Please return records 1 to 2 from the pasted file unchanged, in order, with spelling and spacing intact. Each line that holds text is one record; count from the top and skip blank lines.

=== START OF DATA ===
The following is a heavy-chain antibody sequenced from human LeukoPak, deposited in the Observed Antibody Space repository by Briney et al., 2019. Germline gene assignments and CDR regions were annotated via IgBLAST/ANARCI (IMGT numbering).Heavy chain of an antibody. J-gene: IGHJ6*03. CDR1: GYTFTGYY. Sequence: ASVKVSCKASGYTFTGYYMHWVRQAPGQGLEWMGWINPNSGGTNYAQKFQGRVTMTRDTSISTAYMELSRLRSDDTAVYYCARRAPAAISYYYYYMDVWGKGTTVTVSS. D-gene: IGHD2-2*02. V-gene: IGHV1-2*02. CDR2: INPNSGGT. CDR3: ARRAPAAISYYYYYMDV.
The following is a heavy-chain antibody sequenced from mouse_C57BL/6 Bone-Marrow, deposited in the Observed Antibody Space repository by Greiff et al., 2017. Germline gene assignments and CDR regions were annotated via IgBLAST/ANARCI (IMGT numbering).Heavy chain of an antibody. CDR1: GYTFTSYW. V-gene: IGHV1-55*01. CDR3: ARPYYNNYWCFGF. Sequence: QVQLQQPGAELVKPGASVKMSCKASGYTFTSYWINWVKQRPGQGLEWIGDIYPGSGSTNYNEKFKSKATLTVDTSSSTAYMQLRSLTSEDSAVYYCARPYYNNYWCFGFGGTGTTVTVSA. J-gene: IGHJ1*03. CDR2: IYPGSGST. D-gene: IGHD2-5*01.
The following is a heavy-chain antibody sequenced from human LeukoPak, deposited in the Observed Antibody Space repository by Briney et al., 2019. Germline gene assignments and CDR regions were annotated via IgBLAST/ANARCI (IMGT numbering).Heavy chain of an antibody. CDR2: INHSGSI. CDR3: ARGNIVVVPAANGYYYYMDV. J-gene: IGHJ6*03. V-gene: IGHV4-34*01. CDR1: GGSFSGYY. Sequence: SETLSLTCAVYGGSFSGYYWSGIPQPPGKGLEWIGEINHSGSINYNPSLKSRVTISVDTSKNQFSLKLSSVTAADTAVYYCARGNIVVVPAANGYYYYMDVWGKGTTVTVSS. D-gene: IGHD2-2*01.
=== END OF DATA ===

The following is a heavy-chain antibody sequenced from human LeukoPak, deposited in the Observed Antibody Space repository by Briney et al., 2019. Germline gene assignments and CDR regions were annotated via IgBLAST/ANARCI (IMGT numbering).Heavy chain of an antibody. J-gene: IGHJ6*03. CDR1: GYTFTGYY. Sequence: ASVKVSCKASGYTFTGYYMHWVRQAPGQGLEWMGWINPNSGGTNYAQKFQGRVTMTRDTSISTAYMELSRLRSDDTAVYYCARRAPAAISYYYYYMDVWGKGTTVTVSS. D-gene: IGHD2-2*02. V-gene: IGHV1-2*02. CDR2: INPNSGGT. CDR3: ARRAPAAISYYYYYMDV.
The following is a heavy-chain antibody sequenced from mouse_C57BL/6 Bone-Marrow, deposited in the Observed Antibody Space repository by Greiff et al., 2017. Germline gene assignments and CDR regions were annotated via IgBLAST/ANARCI (IMGT numbering).Heavy chain of an antibody. CDR1: GYTFTSYW. V-gene: IGHV1-55*01. CDR3: ARPYYNNYWCFGF. Sequence: QVQLQQPGAELVKPGASVKMSCKASGYTFTSYWINWVKQRPGQGLEWIGDIYPGSGSTNYNEKFKSKATLTVDTSSSTAYMQLRSLTSEDSAVYYCARPYYNNYWCFGFGGTGTTVTVSA. J-gene: IGHJ1*03. CDR2: IYPGSGST. D-gene: IGHD2-5*01.